Dermaplaning, also named as Dermablading or Epildermal, is a safe (provided the person performing it is properly trained) and highly effective physical exfoliation procedure. It requires the use of a sterile, surgical scalpel to gently “shave” the skin’s surface, removing the top-most layer of dead skin along with fine, vellus hair (aka peach fuzz). The procedure can be performed monthly, in less than thirty minutes, with no downtime post-treatment. Dermaplaning is only performed on the face; however, it is not meant to be used to shape eyebrows, which are made up of “terminal” (not vellus) hairs. The nose is also avoided. Estheticians, nurses or doctors may perform the treatment, depending on state regulations.
Physical exfoliation triggers the cell regeneration process and allows products to better penetrate skin. Some practitioners perform a chemical peelpost-dermaplaning (I wouldn’t recommend this if you’ve never had either treatment before or have sensitive skin). Dermaplaning is also excellent to rid the face of excess fine hairs which can often accumulate dirt and oil. Contrary to popular belief, vellus hairs, as opposed to terminal hair, will not grow back thicker or darker. Microdermabrasion, which also physically exfoliates skin, does not remove vellus hair. Exfoliation of dead cells along with the removal of fine hairs results in healthier, brighter skin that has a smoother look and feel.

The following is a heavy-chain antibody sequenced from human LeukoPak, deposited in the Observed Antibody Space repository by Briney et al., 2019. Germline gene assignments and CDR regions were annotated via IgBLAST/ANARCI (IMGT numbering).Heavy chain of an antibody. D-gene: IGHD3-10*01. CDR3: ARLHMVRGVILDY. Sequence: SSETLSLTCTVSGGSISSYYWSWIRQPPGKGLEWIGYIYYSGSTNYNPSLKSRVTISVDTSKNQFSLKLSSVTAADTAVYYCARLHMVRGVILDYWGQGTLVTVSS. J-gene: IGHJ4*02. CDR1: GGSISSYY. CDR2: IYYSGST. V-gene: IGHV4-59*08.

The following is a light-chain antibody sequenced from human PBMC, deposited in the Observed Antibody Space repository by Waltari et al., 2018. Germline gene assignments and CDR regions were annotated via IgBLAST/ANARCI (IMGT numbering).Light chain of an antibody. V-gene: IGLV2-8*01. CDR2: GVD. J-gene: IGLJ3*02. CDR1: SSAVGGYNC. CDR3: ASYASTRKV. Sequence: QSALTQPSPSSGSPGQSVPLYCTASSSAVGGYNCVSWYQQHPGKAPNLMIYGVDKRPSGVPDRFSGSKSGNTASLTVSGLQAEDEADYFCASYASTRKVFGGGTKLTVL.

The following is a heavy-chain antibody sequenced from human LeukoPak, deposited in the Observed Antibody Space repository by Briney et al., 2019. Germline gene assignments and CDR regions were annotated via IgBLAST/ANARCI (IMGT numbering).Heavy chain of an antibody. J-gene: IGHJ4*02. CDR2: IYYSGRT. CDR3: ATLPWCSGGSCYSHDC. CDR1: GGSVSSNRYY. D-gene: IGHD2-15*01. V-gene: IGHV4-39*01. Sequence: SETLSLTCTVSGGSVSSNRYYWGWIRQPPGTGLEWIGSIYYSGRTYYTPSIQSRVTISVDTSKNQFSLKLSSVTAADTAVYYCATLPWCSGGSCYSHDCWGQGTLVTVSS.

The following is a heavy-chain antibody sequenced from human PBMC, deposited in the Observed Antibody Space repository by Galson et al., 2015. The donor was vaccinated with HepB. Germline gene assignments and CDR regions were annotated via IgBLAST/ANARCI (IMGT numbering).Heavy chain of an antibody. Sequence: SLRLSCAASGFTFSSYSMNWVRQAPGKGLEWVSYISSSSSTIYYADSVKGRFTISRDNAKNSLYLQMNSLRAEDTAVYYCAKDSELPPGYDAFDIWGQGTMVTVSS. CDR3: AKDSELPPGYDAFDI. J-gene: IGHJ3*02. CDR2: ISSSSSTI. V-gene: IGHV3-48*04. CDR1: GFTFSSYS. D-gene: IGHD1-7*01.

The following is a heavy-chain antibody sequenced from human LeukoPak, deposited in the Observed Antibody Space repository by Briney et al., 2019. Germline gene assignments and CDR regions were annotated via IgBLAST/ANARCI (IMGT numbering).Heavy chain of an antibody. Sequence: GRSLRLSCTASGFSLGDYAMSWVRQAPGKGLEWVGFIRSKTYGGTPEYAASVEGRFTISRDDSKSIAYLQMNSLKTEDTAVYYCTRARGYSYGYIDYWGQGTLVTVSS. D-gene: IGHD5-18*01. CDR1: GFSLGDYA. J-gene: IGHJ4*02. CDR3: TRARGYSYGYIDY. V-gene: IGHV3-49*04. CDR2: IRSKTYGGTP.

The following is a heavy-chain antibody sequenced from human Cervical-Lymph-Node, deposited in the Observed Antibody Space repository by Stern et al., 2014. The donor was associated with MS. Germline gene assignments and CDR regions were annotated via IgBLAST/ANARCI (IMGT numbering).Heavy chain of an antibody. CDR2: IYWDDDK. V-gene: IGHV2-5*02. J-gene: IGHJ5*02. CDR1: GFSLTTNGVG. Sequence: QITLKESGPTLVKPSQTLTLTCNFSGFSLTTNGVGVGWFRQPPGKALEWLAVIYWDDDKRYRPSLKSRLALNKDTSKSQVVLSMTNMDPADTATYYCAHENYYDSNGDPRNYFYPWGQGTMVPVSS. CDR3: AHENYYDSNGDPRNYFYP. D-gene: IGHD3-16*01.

Dermaplaning is especially effective on those with dry or rough skin texture and helps to minimize superficial acne scarring or uneven skin tone. It is also beneficial for mature skin, which tends to have a buildup of dead cells as cellular turnover slows down with age. Dermaplaning is safe for pregnant or lactating clients who cannot have chemical peels (peels penetrate skin to act at the cellular level, thus are contraindicated). Those with very oily or active acne should avoid this procedure as well as anyone with thick, dark facial hair.